Steve Biko’s brutal interrogation and death while in police custody triggered international outrage and turned opinion further against the apartheid regime.
Steven Bantu Biko was born in 1946 in King William’s Town. His political ascent was swift, due to his eloquence, charisma and focused vision. While still a medical student at Natal University during the late 1960s, he was elected president of the exclusively black South African Students’ Organization (SASO) and started publishing articles in their journal, fiercely attacking white liberalism, which they saw as patronizing and counter-revolutionary. In an atmosphere of repression, Biko’s brand of Black Consciousness immediately caught on. He called for blacks to take destiny into their own hands, to unify and rid themselves of the "shackles that bind them to perpetual servitude". From 1973 onwards, Biko suffered banning, detention and other harassment at the hands of the state. In 1974, he defended himself in court, presenting his case so brilliantly that his international profile soared.
Barred from leaving King William’s Town, Biko continued working and writing, frequently escaping his confinement. In August 1977 he was detained and taken to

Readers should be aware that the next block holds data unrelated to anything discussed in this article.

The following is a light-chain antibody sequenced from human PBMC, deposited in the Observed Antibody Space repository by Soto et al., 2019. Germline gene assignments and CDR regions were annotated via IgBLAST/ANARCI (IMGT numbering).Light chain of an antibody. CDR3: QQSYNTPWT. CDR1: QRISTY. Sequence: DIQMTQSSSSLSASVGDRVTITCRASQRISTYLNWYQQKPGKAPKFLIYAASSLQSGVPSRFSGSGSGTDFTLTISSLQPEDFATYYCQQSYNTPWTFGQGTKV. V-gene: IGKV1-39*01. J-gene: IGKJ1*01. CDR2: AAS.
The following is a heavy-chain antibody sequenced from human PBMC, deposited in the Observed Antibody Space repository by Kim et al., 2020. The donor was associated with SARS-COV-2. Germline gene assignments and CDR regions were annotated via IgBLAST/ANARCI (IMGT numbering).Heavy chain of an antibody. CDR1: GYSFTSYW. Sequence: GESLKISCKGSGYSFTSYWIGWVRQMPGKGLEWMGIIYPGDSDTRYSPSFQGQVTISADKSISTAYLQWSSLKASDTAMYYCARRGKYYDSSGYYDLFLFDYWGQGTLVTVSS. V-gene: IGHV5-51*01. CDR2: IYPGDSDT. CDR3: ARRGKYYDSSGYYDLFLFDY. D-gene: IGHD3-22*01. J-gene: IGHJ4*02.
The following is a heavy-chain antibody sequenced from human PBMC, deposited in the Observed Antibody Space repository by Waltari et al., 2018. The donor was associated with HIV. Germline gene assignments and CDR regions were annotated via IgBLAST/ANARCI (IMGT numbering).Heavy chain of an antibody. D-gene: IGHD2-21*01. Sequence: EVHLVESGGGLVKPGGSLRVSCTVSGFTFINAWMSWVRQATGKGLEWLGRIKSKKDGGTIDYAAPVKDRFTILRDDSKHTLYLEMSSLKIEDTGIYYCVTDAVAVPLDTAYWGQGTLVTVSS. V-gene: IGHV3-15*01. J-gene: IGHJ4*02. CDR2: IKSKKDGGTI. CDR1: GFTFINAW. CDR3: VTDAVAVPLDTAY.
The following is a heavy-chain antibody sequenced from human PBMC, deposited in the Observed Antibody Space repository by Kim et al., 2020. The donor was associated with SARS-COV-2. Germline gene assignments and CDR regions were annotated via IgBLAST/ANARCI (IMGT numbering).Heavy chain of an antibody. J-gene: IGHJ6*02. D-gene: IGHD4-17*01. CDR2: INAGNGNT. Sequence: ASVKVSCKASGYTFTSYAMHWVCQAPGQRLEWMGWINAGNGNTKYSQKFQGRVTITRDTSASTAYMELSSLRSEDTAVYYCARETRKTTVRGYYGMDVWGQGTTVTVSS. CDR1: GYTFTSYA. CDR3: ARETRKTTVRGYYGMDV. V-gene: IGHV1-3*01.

Despite decades of deliberate neglect, and its relegation after 1959 to a "tribal" university under apartheid, Fort Hare, 2km east of Alice on the R63, is assured a place in South African history. Established in 1916 as a multiracial college by missionaries, it became the first institution in South Africa to deliver tertiary education to blacks, and was attended by many prominent African leaders, including Zimbabwe’s president Robert Mugabe and Tanzania’s former president, Julius Nyerere. The most famous former student is Nelson Mandela, making this an essential port of call if you’re following his footsteps.
If you have even the slightest interest in African art, Fort Hare’s De Beers Art Gallery is well worth a visit. A treasury of contemporary black Southern African art, it’s one of the most significant and least publicized collections anywhere. The gallery also houses Fort Hare’s ethnographic collection – a major museum of traditional crafts and artefacts, with many rare and valuable pieces.
The Eastern Cape Drakensberg is the most southerly section of Southern Africa’s highest and most extensive mountain chain, stretching east across Lesotho and up the west flank of KwaZulu-Natal into Mpumalanga. The obvious goal of this world of San rock paintings, sandstone caves and craggy sheep farms is Rhodes, one of the country’s best-preserved and prettiest Victorian villages. Since there is no national park in the Eastern Cape Drakensberg, activities are all arranged through private farms. Very remote, Rhodes is reached from Barkly East, which itself is 130km from Aliwal North on the N6. The 60km dirt road to Rhodes from Barkly East is tortuous and rough, taking a good ninety minutes, with sheer, unfenced drops.